Thursday, December 20, 2012
One option for reforming the IRC is to limit the amount of charitable deductions that a taxpayer may take in a given year. However, some people argue that if Congress were to limit the number of charitable of deductions, it should only be for charitable deductions made under the federal estate and gift tax. If Congress were to take this particular route, they could meet both of their primary goals. This move would increase revenue while ensuring that Congress could still provide an incentive for people to make charitable contributions.
In addition, a limitation on the amount of charitable deductions that a person could make under the estate and gift tax code would only affect the largest estates. Under a plan like this one, Congress could limit the amount by creating a deduction with a particular amount cap. For example, Congress could create a law that states that "the first $10 Million of charitable bequests could by fully deductible for estate tax purposes and only the amount gifted over that threshold would be deductible in part." Congress could also choose to create a progressive charitable tax deduction, where the amount that taxpayer can take as a deduction decreases as the amount that taxpayer donated increases. All of these propositions could be implemented while keeping Congress' primary goals for tax reform in mind.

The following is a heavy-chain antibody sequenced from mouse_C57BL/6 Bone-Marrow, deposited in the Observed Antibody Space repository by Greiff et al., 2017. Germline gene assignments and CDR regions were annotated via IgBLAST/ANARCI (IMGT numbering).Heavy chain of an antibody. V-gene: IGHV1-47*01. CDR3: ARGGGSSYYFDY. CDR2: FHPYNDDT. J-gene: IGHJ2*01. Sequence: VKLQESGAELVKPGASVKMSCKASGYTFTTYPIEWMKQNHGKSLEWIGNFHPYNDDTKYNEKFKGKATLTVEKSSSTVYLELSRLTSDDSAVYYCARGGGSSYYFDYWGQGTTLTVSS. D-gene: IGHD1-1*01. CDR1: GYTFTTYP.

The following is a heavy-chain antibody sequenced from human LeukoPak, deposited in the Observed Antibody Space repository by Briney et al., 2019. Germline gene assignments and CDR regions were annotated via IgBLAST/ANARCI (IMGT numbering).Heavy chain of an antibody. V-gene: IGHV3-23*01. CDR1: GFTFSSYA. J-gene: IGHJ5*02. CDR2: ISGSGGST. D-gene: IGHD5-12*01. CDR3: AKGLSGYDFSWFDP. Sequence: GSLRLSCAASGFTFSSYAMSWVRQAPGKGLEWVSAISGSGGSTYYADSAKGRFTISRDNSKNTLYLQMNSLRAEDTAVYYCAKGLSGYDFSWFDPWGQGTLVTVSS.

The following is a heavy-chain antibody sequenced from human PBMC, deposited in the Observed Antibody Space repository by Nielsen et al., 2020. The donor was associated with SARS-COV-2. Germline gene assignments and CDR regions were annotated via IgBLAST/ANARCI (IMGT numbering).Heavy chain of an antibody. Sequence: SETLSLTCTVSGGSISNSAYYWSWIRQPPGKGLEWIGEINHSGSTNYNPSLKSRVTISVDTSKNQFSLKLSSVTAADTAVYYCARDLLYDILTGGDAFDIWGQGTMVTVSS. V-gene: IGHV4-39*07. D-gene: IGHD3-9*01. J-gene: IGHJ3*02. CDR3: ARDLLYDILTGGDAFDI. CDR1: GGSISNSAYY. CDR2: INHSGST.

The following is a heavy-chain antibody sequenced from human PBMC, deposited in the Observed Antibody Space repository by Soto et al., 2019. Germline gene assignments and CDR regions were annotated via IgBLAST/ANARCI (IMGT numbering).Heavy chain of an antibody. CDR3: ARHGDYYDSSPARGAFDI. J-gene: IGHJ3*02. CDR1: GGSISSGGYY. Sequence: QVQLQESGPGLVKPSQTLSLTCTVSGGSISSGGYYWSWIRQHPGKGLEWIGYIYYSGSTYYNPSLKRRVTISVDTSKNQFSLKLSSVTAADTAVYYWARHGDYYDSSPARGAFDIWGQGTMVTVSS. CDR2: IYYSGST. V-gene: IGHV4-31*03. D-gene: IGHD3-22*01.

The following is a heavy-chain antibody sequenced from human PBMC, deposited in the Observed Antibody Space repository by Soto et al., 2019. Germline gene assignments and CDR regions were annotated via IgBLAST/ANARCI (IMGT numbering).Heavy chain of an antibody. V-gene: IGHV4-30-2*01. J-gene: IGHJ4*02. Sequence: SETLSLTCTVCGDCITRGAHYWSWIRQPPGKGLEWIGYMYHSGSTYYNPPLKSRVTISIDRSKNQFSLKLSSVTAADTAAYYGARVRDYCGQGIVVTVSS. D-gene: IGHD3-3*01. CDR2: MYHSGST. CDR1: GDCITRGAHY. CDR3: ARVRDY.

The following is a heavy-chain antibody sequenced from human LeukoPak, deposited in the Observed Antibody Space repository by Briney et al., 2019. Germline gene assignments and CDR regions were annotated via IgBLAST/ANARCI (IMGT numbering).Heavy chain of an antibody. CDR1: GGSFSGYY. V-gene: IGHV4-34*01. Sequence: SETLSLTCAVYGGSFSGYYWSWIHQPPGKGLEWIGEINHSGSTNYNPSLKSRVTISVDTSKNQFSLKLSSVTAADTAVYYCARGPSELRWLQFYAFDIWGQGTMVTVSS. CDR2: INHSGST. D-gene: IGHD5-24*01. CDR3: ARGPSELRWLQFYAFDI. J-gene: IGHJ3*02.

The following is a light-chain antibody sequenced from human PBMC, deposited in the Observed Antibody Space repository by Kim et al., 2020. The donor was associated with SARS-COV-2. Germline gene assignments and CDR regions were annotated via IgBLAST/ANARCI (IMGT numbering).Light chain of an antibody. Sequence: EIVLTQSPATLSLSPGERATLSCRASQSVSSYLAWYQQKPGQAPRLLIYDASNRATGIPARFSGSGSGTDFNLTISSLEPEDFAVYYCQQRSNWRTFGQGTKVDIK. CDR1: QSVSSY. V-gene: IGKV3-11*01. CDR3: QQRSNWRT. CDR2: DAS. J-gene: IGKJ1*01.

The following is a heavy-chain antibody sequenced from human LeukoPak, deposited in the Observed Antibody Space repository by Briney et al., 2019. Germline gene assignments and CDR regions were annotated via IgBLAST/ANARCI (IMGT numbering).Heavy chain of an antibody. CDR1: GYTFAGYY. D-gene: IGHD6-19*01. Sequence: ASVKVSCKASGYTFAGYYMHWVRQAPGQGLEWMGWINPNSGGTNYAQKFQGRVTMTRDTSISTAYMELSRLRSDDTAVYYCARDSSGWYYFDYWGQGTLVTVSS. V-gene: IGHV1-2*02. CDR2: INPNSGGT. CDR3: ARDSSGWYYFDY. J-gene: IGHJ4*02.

See Edward Zelinsky, Limit the Estate Tax Charitable Deduction, OUPblog, Dec. 19, 2012.